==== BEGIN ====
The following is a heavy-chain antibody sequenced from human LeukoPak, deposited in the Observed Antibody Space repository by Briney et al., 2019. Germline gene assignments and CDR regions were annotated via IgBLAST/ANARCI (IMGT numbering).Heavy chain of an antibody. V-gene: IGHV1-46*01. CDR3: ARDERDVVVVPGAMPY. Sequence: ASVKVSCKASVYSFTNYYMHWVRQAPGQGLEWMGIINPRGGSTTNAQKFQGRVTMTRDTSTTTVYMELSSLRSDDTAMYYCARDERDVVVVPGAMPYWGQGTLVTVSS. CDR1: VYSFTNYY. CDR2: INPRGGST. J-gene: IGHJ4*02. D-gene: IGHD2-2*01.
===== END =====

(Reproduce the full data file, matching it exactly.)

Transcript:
The following is a heavy-chain antibody sequenced from human LeukoPak, deposited in the Observed Antibody Space repository by Briney et al., 2019. Germline gene assignments and CDR regions were annotated via IgBLAST/ANARCI (IMGT numbering).Heavy chain of an antibody. V-gene: IGHV1-46*01. CDR3: ARDERDVVVVPGAMPY. Sequence: ASVKVSCKASVYSFTNYYMHWVRQAPGQGLEWMGIINPRGGSTTNAQKFQGRVTMTRDTSTTTVYMELSSLRSDDTAMYYCARDERDVVVVPGAMPYWGQGTLVTVSS. CDR1: VYSFTNYY. CDR2: INPRGGST. J-gene: IGHJ4*02. D-gene: IGHD2-2*01.